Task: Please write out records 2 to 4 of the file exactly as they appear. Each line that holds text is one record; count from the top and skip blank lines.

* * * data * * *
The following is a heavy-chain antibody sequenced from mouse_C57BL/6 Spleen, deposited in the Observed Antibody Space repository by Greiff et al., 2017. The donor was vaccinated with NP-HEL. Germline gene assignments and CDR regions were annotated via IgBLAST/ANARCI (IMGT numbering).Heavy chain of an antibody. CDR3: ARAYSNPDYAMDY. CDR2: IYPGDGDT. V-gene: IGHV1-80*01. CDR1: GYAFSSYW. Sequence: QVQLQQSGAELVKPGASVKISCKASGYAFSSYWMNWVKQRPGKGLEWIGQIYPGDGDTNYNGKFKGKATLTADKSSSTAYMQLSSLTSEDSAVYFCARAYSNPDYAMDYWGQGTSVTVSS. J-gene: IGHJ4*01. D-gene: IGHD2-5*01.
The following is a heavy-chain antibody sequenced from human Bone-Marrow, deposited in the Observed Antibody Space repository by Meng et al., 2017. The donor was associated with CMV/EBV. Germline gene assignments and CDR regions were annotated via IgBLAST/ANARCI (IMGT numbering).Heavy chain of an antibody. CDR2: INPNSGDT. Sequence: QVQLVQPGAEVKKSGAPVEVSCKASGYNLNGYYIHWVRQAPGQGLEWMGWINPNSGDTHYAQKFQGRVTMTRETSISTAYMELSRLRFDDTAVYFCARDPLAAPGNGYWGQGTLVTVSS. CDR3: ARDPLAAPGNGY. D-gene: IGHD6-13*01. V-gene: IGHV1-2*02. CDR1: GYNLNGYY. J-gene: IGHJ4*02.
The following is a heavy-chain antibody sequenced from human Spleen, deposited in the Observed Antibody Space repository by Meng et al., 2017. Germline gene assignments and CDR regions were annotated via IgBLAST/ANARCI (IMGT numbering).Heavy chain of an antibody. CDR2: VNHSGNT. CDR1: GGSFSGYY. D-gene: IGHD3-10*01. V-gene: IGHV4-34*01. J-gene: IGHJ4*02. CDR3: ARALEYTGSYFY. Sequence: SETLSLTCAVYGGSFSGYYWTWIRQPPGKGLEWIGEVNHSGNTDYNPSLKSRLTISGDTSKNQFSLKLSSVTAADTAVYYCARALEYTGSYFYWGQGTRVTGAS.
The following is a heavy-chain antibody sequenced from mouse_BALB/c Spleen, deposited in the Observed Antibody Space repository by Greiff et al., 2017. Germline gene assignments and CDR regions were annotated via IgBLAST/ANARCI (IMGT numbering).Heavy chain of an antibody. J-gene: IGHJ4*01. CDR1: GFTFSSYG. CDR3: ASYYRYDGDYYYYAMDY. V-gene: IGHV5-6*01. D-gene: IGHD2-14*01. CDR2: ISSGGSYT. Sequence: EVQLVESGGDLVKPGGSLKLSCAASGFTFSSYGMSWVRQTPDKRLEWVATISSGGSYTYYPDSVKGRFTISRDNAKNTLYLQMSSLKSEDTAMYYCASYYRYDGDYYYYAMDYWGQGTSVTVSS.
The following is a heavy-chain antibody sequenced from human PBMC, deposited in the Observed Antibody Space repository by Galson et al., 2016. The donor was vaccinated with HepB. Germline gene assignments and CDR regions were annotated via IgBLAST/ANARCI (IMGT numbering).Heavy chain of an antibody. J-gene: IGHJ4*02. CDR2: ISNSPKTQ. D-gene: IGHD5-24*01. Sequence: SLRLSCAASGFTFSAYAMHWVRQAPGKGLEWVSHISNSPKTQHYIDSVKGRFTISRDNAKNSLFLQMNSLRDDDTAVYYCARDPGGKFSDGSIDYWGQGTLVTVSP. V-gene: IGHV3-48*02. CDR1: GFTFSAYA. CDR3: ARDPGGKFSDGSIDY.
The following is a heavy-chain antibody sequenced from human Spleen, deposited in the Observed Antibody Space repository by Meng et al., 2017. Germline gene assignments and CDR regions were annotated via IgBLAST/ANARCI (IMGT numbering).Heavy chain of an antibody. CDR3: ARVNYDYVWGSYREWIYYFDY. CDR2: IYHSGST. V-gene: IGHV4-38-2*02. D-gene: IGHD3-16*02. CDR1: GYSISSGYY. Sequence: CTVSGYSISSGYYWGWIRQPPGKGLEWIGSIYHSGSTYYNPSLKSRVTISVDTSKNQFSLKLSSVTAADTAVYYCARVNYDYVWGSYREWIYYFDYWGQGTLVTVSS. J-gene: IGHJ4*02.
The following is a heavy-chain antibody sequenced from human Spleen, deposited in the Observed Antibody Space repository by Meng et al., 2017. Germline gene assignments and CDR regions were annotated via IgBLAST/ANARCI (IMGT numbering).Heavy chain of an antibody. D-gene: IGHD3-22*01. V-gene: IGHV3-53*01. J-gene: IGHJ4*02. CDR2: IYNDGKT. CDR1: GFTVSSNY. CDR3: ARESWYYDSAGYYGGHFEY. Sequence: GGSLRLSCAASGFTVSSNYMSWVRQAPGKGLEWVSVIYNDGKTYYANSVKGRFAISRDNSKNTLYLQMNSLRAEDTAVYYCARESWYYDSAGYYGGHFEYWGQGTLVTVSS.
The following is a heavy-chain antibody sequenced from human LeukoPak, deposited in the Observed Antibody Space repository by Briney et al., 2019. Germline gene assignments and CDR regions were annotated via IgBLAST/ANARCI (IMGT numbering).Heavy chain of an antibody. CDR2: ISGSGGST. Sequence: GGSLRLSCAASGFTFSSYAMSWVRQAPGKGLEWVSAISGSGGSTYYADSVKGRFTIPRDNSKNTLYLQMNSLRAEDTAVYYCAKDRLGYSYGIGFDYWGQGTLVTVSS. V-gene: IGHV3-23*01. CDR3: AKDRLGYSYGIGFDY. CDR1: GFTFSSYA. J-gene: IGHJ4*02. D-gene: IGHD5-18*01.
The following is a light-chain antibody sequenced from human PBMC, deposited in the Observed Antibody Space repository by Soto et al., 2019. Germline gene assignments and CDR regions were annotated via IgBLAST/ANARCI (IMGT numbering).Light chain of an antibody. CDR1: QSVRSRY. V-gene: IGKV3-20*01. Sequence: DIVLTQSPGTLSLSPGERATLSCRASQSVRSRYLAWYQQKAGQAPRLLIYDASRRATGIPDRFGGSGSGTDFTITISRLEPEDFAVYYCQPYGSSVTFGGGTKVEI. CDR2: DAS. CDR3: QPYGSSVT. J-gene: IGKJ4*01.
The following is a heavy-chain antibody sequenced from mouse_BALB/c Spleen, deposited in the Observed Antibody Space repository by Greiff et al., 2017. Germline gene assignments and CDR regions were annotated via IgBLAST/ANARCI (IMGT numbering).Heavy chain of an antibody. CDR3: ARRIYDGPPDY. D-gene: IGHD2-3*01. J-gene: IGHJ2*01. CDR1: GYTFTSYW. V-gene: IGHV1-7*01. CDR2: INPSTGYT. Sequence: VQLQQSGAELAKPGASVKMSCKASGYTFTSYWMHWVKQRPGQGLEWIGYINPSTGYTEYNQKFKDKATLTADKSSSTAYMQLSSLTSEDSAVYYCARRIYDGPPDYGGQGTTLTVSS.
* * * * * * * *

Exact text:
The following is a heavy-chain antibody sequenced from human Bone-Marrow, deposited in the Observed Antibody Space repository by Meng et al., 2017. The donor was associated with CMV/EBV. Germline gene assignments and CDR regions were annotated via IgBLAST/ANARCI (IMGT numbering).Heavy chain of an antibody. CDR2: INPNSGDT. Sequence: QVQLVQPGAEVKKSGAPVEVSCKASGYNLNGYYIHWVRQAPGQGLEWMGWINPNSGDTHYAQKFQGRVTMTRETSISTAYMELSRLRFDDTAVYFCARDPLAAPGNGYWGQGTLVTVSS. CDR3: ARDPLAAPGNGY. D-gene: IGHD6-13*01. V-gene: IGHV1-2*02. CDR1: GYNLNGYY. J-gene: IGHJ4*02.
The following is a heavy-chain antibody sequenced from human Spleen, deposited in the Observed Antibody Space repository by Meng et al., 2017. Germline gene assignments and CDR regions were annotated via IgBLAST/ANARCI (IMGT numbering).Heavy chain of an antibody. CDR2: VNHSGNT. CDR1: GGSFSGYY. D-gene: IGHD3-10*01. V-gene: IGHV4-34*01. J-gene: IGHJ4*02. CDR3: ARALEYTGSYFY. Sequence: SETLSLTCAVYGGSFSGYYWTWIRQPPGKGLEWIGEVNHSGNTDYNPSLKSRLTISGDTSKNQFSLKLSSVTAADTAVYYCARALEYTGSYFYWGQGTRVTGAS.
The following is a heavy-chain antibody sequenced from mouse_BALB/c Spleen, deposited in the Observed Antibody Space repository by Greiff et al., 2017. Germline gene assignments and CDR regions were annotated via IgBLAST/ANARCI (IMGT numbering).Heavy chain of an antibody. J-gene: IGHJ4*01. CDR1: GFTFSSYG. CDR3: ASYYRYDGDYYYYAMDY. V-gene: IGHV5-6*01. D-gene: IGHD2-14*01. CDR2: ISSGGSYT. Sequence: EVQLVESGGDLVKPGGSLKLSCAASGFTFSSYGMSWVRQTPDKRLEWVATISSGGSYTYYPDSVKGRFTISRDNAKNTLYLQMSSLKSEDTAMYYCASYYRYDGDYYYYAMDYWGQGTSVTVSS.